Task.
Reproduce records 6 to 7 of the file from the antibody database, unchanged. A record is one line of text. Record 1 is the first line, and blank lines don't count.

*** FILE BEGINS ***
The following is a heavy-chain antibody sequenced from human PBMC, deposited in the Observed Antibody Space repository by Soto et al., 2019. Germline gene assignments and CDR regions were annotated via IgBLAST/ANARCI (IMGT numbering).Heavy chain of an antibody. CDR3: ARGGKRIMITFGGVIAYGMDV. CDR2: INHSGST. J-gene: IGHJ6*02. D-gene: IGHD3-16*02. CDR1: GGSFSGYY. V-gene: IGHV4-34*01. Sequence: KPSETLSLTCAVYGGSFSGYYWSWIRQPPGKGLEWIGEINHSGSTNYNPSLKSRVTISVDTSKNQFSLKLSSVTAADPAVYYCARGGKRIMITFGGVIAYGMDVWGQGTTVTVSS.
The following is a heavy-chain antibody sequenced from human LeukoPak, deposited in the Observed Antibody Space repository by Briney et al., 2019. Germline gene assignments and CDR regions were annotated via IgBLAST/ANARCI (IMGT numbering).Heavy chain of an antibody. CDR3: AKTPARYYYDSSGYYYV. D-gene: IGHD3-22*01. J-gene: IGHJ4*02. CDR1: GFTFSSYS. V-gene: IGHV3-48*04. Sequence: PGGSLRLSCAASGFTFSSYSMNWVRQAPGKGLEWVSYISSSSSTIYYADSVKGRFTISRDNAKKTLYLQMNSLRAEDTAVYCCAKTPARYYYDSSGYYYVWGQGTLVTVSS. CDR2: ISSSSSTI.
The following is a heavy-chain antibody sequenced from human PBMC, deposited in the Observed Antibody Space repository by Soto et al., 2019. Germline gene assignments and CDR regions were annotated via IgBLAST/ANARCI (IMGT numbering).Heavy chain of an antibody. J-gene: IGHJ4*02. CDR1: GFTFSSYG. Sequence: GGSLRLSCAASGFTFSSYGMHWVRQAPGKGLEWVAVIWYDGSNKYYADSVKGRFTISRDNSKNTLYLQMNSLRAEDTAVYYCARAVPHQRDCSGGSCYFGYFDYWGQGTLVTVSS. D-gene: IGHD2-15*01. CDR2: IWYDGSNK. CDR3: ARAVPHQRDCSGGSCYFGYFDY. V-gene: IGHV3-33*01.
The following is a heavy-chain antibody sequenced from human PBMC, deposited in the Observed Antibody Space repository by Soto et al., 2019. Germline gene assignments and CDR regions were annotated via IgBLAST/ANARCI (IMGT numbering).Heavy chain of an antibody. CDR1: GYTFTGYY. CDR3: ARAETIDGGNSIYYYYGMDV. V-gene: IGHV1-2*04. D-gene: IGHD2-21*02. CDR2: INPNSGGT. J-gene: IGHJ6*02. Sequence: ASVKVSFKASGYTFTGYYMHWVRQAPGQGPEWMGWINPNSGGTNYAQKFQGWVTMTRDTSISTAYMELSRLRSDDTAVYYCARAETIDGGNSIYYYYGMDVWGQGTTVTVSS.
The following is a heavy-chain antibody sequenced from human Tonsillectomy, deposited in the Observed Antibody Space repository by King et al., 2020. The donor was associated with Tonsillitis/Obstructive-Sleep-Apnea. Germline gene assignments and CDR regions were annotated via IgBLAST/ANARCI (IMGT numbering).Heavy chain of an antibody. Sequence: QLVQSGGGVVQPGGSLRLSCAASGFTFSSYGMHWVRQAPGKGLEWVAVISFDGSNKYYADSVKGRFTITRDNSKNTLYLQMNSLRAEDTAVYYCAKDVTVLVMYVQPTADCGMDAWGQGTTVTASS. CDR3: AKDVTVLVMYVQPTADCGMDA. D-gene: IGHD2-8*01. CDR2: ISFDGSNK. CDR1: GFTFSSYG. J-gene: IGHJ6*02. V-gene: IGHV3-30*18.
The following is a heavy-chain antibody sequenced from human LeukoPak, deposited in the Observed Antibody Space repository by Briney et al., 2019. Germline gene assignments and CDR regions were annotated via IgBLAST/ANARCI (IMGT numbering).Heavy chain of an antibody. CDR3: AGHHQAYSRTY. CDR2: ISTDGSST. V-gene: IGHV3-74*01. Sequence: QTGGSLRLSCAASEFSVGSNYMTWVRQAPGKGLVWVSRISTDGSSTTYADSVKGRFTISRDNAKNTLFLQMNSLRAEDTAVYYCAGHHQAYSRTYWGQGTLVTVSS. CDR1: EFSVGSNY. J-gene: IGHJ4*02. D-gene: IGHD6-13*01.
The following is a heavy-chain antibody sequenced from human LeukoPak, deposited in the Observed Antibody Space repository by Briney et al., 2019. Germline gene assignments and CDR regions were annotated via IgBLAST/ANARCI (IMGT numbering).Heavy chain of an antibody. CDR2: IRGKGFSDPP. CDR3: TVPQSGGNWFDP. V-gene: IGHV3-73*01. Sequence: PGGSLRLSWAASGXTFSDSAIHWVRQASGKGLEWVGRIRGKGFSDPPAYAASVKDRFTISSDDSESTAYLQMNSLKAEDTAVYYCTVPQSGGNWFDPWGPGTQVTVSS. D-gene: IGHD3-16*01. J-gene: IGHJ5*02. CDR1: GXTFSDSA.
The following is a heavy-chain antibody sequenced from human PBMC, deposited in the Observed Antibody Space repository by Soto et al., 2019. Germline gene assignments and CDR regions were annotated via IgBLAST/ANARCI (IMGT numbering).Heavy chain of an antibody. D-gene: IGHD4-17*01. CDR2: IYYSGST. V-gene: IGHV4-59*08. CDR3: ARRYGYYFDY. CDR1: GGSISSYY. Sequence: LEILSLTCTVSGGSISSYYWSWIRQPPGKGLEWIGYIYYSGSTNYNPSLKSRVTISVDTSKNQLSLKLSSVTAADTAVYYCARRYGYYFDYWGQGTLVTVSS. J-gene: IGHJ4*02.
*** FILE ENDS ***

The following is a heavy-chain antibody sequenced from human LeukoPak, deposited in the Observed Antibody Space repository by Briney et al., 2019. Germline gene assignments and CDR regions were annotated via IgBLAST/ANARCI (IMGT numbering).Heavy chain of an antibody. CDR3: AGHHQAYSRTY. CDR2: ISTDGSST. V-gene: IGHV3-74*01. Sequence: QTGGSLRLSCAASEFSVGSNYMTWVRQAPGKGLVWVSRISTDGSSTTYADSVKGRFTISRDNAKNTLFLQMNSLRAEDTAVYYCAGHHQAYSRTYWGQGTLVTVSS. CDR1: EFSVGSNY. J-gene: IGHJ4*02. D-gene: IGHD6-13*01.
The following is a heavy-chain antibody sequenced from human LeukoPak, deposited in the Observed Antibody Space repository by Briney et al., 2019. Germline gene assignments and CDR regions were annotated via IgBLAST/ANARCI (IMGT numbering).Heavy chain of an antibody. CDR2: IRGKGFSDPP. CDR3: TVPQSGGNWFDP. V-gene: IGHV3-73*01. Sequence: PGGSLRLSWAASGXTFSDSAIHWVRQASGKGLEWVGRIRGKGFSDPPAYAASVKDRFTISSDDSESTAYLQMNSLKAEDTAVYYCTVPQSGGNWFDPWGPGTQVTVSS. D-gene: IGHD3-16*01. J-gene: IGHJ5*02. CDR1: GXTFSDSA.